Dr. Ulrich Boettger in his journal article “Efficiency Versus Party Empowerment – Against A Good-Faith Requirement in Mandatory Mediation”, argues that good-faith requirements have helped the efficiency of courts by reducing their dockets (7), but the increase in court efficiency does not necessarily mean that a good-faith mediation has actually satisfied the participants desires, nor necessarily achieves the traditional goals of traditional mediation (10). He found that good-faith mandatory participation has decreased self-determination by allowing the judicial system to decide on the party’s participation in mediation and further argues that the end goal to increase court efficacy and party-empowerment through mandatory mediation has not succeeded, but rather turned many parties to treat mandatory mediation as just an extension of traditional procedural litigation, delaying access to litigation, and further entrenching the parties in their conflict posturing in opposition of the intended goals of good-faith mediation (11-14).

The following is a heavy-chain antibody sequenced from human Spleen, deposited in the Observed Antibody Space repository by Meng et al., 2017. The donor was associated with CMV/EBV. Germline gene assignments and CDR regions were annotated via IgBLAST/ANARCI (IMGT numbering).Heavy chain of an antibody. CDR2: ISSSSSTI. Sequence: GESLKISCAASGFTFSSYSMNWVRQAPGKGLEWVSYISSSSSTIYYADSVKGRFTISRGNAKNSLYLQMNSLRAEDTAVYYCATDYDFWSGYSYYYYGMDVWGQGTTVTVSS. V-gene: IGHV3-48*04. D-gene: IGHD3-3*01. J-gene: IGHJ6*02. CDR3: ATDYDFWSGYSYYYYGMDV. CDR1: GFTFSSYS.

Proponents of good-faith mediation would offer a different perspective on the effectiveness of good-faith participation. Although they agree that there are some shortcomings, such as bad-faith participation (where one or both parties have no intention to honor a mediated agreement, or use the information for further legal leverage), they argue that good-faith participation does not interfere with the parties’ rights to seek further litigation, is in the parties’ best interest as an aid to avoid unnecessary and costly trials, and is no different from mandating parties to mandated arbitration (Mandatory Mediation, HLJ 1094). They further argue that bad-faith participation can be mitigated through passing legislation that 1) requires lawyers to participate as willing participants with their clients in mediation, 2) ensures the fairness of the process that prevents coercion and upholds the quality of process, and finally 3) ensures that good-faith requirements will not delay access to a further court litigation in the even that the mediation fails. (1095)